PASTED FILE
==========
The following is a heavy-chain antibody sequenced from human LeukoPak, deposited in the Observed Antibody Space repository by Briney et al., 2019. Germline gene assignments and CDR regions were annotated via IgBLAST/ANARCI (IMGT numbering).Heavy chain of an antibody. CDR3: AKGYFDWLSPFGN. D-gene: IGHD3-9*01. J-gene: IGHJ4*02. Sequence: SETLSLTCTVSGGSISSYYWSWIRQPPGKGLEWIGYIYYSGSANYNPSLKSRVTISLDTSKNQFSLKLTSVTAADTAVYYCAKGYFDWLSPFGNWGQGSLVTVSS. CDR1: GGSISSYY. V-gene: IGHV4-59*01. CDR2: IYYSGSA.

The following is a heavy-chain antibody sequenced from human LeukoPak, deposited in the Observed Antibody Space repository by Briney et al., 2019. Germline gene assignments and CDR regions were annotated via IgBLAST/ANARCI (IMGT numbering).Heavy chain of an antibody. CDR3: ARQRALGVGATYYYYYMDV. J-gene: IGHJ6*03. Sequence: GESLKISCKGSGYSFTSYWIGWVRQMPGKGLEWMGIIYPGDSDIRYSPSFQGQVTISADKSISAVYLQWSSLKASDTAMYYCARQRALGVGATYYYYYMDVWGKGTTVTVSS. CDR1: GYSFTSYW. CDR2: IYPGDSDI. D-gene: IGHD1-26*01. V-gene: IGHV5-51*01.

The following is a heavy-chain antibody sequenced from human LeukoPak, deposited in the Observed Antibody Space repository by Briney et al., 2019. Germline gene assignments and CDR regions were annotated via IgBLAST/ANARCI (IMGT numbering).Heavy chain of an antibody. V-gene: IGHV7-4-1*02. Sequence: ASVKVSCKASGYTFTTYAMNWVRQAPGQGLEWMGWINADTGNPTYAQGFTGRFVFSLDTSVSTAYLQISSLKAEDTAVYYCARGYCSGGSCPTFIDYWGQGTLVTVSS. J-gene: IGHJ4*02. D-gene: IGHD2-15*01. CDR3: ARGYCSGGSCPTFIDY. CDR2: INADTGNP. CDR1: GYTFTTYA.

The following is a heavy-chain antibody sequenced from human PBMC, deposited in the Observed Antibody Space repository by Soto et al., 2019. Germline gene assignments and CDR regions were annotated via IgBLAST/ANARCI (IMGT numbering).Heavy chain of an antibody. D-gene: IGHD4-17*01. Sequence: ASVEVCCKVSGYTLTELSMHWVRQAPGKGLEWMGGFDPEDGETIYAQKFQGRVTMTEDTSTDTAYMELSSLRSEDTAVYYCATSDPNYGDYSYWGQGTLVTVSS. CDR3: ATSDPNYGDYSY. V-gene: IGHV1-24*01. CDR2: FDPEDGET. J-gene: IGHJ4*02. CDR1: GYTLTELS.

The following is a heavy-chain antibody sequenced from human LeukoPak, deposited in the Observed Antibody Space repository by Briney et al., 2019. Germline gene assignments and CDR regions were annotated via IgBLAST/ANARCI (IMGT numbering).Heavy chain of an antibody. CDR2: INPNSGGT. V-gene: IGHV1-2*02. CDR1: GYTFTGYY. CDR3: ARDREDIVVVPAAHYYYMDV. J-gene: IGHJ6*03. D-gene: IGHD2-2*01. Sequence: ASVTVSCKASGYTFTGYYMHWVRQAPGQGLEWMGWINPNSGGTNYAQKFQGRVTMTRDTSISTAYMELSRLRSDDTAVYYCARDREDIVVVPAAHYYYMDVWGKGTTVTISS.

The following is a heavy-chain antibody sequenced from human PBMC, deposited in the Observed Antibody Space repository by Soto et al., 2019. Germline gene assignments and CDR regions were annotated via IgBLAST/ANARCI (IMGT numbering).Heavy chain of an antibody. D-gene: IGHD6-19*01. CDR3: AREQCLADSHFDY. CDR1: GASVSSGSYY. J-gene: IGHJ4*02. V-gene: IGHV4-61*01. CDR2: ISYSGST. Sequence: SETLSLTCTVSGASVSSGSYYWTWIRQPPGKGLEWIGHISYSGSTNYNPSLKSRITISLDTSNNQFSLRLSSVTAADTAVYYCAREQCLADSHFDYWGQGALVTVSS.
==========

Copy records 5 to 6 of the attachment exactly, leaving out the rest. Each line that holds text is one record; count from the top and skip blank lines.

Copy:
The following is a heavy-chain antibody sequenced from human LeukoPak, deposited in the Observed Antibody Space repository by Briney et al., 2019. Germline gene assignments and CDR regions were annotated via IgBLAST/ANARCI (IMGT numbering).Heavy chain of an antibody. CDR2: INPNSGGT. V-gene: IGHV1-2*02. CDR1: GYTFTGYY. CDR3: ARDREDIVVVPAAHYYYMDV. J-gene: IGHJ6*03. D-gene: IGHD2-2*01. Sequence: ASVTVSCKASGYTFTGYYMHWVRQAPGQGLEWMGWINPNSGGTNYAQKFQGRVTMTRDTSISTAYMELSRLRSDDTAVYYCARDREDIVVVPAAHYYYMDVWGKGTTVTISS.

The following is a heavy-chain antibody sequenced from human PBMC, deposited in the Observed Antibody Space repository by Soto et al., 2019. Germline gene assignments and CDR regions were annotated via IgBLAST/ANARCI (IMGT numbering).Heavy chain of an antibody. D-gene: IGHD6-19*01. CDR3: AREQCLADSHFDY. CDR1: GASVSSGSYY. J-gene: IGHJ4*02. V-gene: IGHV4-61*01. CDR2: ISYSGST. Sequence: SETLSLTCTVSGASVSSGSYYWTWIRQPPGKGLEWIGHISYSGSTNYNPSLKSRITISLDTSNNQFSLRLSSVTAADTAVYYCAREQCLADSHFDYWGQGALVTVSS.